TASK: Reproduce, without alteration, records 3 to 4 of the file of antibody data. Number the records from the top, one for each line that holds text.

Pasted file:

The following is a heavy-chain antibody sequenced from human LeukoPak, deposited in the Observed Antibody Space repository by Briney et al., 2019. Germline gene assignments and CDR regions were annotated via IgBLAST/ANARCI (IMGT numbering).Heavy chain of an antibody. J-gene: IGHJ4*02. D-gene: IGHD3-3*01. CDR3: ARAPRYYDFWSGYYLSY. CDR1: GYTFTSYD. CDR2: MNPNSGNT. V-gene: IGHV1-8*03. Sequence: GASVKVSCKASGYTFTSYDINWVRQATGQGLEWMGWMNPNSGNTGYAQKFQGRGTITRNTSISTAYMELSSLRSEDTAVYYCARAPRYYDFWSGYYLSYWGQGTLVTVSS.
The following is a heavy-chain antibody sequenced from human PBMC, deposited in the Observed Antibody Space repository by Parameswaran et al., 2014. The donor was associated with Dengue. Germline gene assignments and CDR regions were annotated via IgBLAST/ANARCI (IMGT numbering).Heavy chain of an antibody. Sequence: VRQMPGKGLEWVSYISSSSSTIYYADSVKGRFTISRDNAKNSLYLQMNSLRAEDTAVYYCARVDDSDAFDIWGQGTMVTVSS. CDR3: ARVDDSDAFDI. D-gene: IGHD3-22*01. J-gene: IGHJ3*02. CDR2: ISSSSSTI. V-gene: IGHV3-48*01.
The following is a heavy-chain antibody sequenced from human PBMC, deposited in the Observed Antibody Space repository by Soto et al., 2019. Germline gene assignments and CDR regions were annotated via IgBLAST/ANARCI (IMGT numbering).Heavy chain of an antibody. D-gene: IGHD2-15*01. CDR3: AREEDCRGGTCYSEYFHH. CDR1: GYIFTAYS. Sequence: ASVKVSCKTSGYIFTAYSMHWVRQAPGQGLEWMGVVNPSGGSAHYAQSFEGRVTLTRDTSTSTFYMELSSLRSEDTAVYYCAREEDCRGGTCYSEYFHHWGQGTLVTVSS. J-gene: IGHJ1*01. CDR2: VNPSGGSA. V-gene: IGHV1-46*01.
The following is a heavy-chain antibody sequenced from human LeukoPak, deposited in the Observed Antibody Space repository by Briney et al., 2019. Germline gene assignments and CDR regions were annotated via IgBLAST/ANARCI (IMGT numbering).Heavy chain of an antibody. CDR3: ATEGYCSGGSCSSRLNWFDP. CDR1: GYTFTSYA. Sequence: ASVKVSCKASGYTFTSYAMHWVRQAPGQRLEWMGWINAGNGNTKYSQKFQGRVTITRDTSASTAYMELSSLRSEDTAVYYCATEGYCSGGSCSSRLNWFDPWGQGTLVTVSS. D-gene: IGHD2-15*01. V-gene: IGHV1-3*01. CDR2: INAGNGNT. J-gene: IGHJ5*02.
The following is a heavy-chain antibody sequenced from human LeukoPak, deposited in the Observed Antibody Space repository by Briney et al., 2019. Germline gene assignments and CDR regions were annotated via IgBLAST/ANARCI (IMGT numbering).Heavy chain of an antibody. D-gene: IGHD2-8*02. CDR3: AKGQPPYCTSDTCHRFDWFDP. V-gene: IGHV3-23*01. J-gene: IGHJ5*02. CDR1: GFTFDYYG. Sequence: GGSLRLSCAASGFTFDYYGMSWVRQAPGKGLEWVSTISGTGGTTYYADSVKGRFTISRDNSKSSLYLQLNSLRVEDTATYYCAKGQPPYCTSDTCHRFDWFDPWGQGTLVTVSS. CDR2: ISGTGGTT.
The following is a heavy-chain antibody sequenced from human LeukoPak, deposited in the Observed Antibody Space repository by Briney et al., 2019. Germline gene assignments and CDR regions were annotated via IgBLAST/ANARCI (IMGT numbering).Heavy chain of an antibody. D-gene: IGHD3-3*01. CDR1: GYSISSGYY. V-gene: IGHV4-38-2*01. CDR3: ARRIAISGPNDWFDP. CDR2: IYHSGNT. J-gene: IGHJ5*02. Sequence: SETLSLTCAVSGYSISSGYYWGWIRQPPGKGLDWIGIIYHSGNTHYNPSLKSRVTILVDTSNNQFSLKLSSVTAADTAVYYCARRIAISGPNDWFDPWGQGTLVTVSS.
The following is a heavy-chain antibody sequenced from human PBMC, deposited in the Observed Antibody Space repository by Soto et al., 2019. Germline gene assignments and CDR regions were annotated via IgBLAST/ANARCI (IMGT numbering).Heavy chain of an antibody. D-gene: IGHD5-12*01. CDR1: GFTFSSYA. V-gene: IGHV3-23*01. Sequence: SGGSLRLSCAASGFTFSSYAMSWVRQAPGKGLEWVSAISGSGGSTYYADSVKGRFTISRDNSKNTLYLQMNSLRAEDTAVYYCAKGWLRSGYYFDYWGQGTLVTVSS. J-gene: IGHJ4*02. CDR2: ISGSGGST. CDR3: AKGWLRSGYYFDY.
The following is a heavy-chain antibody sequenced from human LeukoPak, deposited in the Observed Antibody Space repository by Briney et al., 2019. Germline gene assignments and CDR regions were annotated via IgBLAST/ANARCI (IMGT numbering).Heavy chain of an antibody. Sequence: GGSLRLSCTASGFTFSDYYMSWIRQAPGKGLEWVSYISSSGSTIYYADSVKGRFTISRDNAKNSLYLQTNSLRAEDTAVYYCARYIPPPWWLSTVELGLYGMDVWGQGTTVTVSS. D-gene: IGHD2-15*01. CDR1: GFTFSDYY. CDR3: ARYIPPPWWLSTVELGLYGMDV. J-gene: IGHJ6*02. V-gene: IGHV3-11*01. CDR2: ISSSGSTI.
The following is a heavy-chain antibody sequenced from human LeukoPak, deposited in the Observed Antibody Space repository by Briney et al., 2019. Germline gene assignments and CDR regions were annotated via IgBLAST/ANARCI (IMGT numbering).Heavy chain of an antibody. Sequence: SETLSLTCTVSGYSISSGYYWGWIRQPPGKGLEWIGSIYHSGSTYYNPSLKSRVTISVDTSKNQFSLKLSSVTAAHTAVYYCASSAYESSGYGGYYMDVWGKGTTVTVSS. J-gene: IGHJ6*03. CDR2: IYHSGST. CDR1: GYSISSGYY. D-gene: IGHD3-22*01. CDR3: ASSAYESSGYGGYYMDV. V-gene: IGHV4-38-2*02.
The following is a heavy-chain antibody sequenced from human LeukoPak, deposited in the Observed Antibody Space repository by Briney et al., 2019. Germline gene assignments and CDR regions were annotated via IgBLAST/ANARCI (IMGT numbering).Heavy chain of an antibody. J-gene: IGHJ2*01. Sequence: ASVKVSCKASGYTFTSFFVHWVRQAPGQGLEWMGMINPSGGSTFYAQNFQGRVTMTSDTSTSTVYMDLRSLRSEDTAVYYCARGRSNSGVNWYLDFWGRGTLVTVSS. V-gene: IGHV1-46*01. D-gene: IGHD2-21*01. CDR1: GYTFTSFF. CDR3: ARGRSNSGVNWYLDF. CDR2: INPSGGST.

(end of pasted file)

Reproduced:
The following is a heavy-chain antibody sequenced from human PBMC, deposited in the Observed Antibody Space repository by Soto et al., 2019. Germline gene assignments and CDR regions were annotated via IgBLAST/ANARCI (IMGT numbering).Heavy chain of an antibody. D-gene: IGHD2-15*01. CDR3: AREEDCRGGTCYSEYFHH. CDR1: GYIFTAYS. Sequence: ASVKVSCKTSGYIFTAYSMHWVRQAPGQGLEWMGVVNPSGGSAHYAQSFEGRVTLTRDTSTSTFYMELSSLRSEDTAVYYCAREEDCRGGTCYSEYFHHWGQGTLVTVSS. J-gene: IGHJ1*01. CDR2: VNPSGGSA. V-gene: IGHV1-46*01.
The following is a heavy-chain antibody sequenced from human LeukoPak, deposited in the Observed Antibody Space repository by Briney et al., 2019. Germline gene assignments and CDR regions were annotated via IgBLAST/ANARCI (IMGT numbering).Heavy chain of an antibody. CDR3: ATEGYCSGGSCSSRLNWFDP. CDR1: GYTFTSYA. Sequence: ASVKVSCKASGYTFTSYAMHWVRQAPGQRLEWMGWINAGNGNTKYSQKFQGRVTITRDTSASTAYMELSSLRSEDTAVYYCATEGYCSGGSCSSRLNWFDPWGQGTLVTVSS. D-gene: IGHD2-15*01. V-gene: IGHV1-3*01. CDR2: INAGNGNT. J-gene: IGHJ5*02.